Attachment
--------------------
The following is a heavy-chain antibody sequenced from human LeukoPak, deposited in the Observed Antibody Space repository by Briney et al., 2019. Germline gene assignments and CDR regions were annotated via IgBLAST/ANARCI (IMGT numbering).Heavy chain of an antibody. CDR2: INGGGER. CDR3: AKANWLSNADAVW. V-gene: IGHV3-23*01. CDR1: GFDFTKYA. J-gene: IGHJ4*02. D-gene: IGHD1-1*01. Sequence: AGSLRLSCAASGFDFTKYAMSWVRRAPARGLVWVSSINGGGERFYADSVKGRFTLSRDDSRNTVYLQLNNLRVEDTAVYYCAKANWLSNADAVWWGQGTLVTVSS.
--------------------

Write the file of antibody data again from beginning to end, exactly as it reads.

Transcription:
The following is a heavy-chain antibody sequenced from human LeukoPak, deposited in the Observed Antibody Space repository by Briney et al., 2019. Germline gene assignments and CDR regions were annotated via IgBLAST/ANARCI (IMGT numbering).Heavy chain of an antibody. CDR2: INGGGER. CDR3: AKANWLSNADAVW. V-gene: IGHV3-23*01. CDR1: GFDFTKYA. J-gene: IGHJ4*02. D-gene: IGHD1-1*01. Sequence: AGSLRLSCAASGFDFTKYAMSWVRRAPARGLVWVSSINGGGERFYADSVKGRFTLSRDDSRNTVYLQLNNLRVEDTAVYYCAKANWLSNADAVWWGQGTLVTVSS.